South Sudan Leaders Extend Transitional Government Rule
South Sudanese officials said Thursday that the country’s transitional administration would remain in power for another 24 months to accomplish the necessary political, security, and electoral changes.
The decision to prolong the term, announced by Minister of Cabinet Affairs Martin Elia Lomuro, would assist solve the problems that have hampered the implementation of the 2018 peace accord that ended South Sudan’s civil conflict.
An estimated 400,000 individuals were murdered during the four-and-a-half-year civil conflict.
The decision on Thursday is expected to enrage the international community, which has been frustrated by the leadership’s unwillingness to terminate the transitional period, which started in February 2020.
To stabilize the world’s youngest nation, the 2018 peace agreement asks for security, judicial, constitutional, and electoral changes.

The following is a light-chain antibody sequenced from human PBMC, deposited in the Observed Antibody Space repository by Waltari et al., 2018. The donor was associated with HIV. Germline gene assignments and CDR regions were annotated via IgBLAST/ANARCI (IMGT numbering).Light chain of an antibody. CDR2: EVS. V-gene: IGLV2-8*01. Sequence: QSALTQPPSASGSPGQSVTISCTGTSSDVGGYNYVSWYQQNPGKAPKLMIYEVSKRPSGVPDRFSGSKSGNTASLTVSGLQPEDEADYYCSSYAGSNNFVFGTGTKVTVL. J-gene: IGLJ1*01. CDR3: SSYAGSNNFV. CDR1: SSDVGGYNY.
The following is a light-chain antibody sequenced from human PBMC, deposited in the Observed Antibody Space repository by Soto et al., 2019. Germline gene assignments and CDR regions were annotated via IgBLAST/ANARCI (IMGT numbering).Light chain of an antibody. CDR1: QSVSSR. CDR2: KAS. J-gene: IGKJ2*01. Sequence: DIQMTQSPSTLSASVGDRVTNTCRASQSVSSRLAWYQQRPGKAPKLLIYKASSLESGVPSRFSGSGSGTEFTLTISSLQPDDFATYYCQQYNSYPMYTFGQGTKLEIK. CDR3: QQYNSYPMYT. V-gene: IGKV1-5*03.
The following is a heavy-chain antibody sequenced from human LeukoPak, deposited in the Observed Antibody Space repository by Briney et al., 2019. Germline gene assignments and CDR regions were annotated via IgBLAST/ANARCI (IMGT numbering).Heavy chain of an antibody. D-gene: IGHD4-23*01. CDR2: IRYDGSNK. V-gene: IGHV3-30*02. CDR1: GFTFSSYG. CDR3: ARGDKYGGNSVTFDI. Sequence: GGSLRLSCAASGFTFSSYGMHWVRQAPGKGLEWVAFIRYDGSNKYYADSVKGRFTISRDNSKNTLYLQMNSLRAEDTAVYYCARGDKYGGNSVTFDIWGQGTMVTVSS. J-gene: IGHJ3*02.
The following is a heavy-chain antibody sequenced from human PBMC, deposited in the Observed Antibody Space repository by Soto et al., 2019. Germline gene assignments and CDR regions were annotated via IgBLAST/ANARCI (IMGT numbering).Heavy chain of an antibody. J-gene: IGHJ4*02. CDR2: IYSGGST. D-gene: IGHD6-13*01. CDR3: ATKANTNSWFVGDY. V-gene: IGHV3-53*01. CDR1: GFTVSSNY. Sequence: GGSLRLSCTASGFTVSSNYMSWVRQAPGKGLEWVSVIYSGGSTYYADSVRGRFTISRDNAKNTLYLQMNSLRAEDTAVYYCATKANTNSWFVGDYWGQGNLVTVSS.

According to experts, the administration has been sluggish in completely executing the suggested changes.
South Sudan’s administration, headed by President Salva Kiir and his deputy Riek Machar, also postponed elections until 2023, blaming the delay on the absence of a permanent constitution.
Civil society organizations in South Sudan concur that the situation on the ground, which is still turbulent in certain regions of the nation, does not allow for a free, fair, and peaceful poll.
Armed clashes between the government’s South Sudan People’s Defense Force and the rebels’ Sudan People’s Liberation Movement in Opposition have stymied attempts to unite the security forces into a single national army.
According to security experts, integrating the nation’s split security institutions would play a crucial role in transforming the country into a democracy and a stable state.
The US withdrew from the country’s peace process in July, claiming that the parties had failed to implement the essential changes to address the political and security crises.